Republican Senator Marco Rubio is not happy with Democrats who are planning to skip Israeli Prime Minister Benjamin Netanyahu's March 3 speech to Congress. In a furious floor speech on Thursday, Rubio accused these Democrats of endangering Israel simply by missing the speech, to the extent that not attending could risk whether or not "people in that nation will survive in 20 years or 15 years."
"What do you think the headlines will be read as in Iran, by the terrorists in Gaza, by the terrorists in Judea and Samaria, by the terrorists in all parts of the world, such as in Lebanon, who want to destroy Israel?" Rubio asked, using the term Judea and Samaria for the West Bank. "What they are going to read into it, unfortunately, is that somehow Congress's commitment to the future security of Israel is not as strong as it once was. And I fear what the implications of that will be."
Analytically speaking, Rubio's case is a stretch. And it ignores that Netanyahu has in many ways forced Democrats into this position with his trip, engineered with Republicans to undermine Obama's Iran talks, thus making Democrats choose between their president and a foreign head of state.
The comments, first flagged by ThinkProgress's Igor Volsky, aren't really out of character for Rubio, a pretty outspoken Israel hawk. But they do show Rubio is using the speech controversy to position himself as a leading foreign policy hawk in advance of the 2016 election.
Netanyahu's speech is designed to whip up Congressional support for new sanctions on Iran. Democrats see this is a slap in the face to President Obama, who opposes new sanctions, and so at least 15 Democratic members of congress are planning to skip it. Vice President Joe Biden, who would normally preside over a joint session of Congress, also won't attend.
Rubio sees things differently. He thinks Democrats need to hear out Netanyahu. His case is not just that showing any hesitation in support Israel is bad, but also that Rubio believes Iranian Supreme Leader Ali Khamenei may want to nuke Israel in order to bring about the apocalypse.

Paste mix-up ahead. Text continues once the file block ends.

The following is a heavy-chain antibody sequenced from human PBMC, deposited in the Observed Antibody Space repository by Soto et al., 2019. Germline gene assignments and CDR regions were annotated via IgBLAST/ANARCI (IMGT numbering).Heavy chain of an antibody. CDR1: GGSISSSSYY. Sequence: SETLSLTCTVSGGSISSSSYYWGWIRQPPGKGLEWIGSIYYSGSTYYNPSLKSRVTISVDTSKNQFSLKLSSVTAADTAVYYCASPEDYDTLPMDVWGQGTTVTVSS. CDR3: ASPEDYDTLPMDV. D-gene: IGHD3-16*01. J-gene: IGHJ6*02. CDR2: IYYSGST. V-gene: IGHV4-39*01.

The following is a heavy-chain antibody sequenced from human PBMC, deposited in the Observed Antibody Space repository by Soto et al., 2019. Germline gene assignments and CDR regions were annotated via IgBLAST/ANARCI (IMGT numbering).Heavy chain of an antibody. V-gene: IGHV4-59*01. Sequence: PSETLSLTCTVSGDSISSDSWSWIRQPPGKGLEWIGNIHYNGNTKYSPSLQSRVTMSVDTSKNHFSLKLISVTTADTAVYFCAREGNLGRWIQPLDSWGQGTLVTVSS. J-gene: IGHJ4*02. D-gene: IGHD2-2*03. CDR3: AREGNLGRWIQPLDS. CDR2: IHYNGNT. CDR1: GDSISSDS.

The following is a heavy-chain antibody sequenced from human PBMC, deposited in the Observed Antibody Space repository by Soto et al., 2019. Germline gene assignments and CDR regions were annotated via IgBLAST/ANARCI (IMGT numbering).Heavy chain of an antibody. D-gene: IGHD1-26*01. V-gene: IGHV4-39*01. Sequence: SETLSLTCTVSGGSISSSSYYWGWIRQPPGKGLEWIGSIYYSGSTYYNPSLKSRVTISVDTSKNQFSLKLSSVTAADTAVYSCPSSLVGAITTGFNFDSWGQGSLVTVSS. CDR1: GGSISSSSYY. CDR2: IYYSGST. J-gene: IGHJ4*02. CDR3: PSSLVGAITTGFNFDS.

"When someone wants to trigger an apocalyptic showdown between the Muslim and non-Muslim world, when someone says they want to destroy the State of Israel, wipe it off the face of the Earth, and that person is trying to acquire nuclear weapons capabilities, we had better be very concerned," Rubio said, "and we had better conclude that is an unacceptable risk for us to take."
By skipping the speech, Rubio argued, Democrats are only emboldening Khamenei and Israel's other enemies to take aggressive action against the country.
"If you boycott this speech, if a significant number of members of Congress boycott this speech, you will send an incredibly powerful message to Israel's enemies," he declared.
Pretty stern, and almost certainly unfair, stuff. But if nothing else, from Rubio's point of view this is pretty good politics. There's a very strong chance he'll at least consider running for president in 2016, and this kind of rhetoric would serve him well in the primary.
Though the overwhelming bulk of American Jews are Democrats, taking a strong pro-Israel stance is, if anything, more important for Republicans. Two critical Republican constituencies — neoconservatives and evangelical Christians — tend to care deeply about Israel. Polls consistently show that Republicans and churchgoers sympathize with Israel at higher rates than Democrats and more secular Americans (who are still quite pro-Israel):
While most voters aren't paying attention to Senate floor speeches, Rubio will be able to point to such performances in meetings with GOP foreign policy leaders such as Bill Kristol, donors such as casino mogul Sheldon Adelson, and major religious groups such as Christians United for Israel. Kristol, for example, has already tweeted a video of Rubio's speech approvingly:
I rarely recommend a speech by a Senator. But this by Marco Rubio on Iran, Israel and the United States is terrific. https://t.co/KtvPin1Acc— Bill Kristol (@BillKristol) February 12, 2015
Conservative thought leaders, donors, and activist groups are crucially important in the Republican presidential primary. If Rubio runs, he'll likely be competing against a fair number of governors with little foreign policy experience. Building up support among conservatives who care about foreign policy makes sense for a senator who sits on the Senate's Foreign Relations and Intelligence Committees.
Moreover, there's a constituency for a serious GOP candidate to take on Sen. Rand Paul, who wants to turn the party away from the hawkish neoconservatism that's defined its approach to foreign policy since 9/11. Rubio, by virtue of his resume, is very likely to make a point out of confronting Paul — and, in doing so, pick up support among some very important Republican groups.
So Rubio's comments weren't just a speech about Netanyahu's speech. They were a campaign event.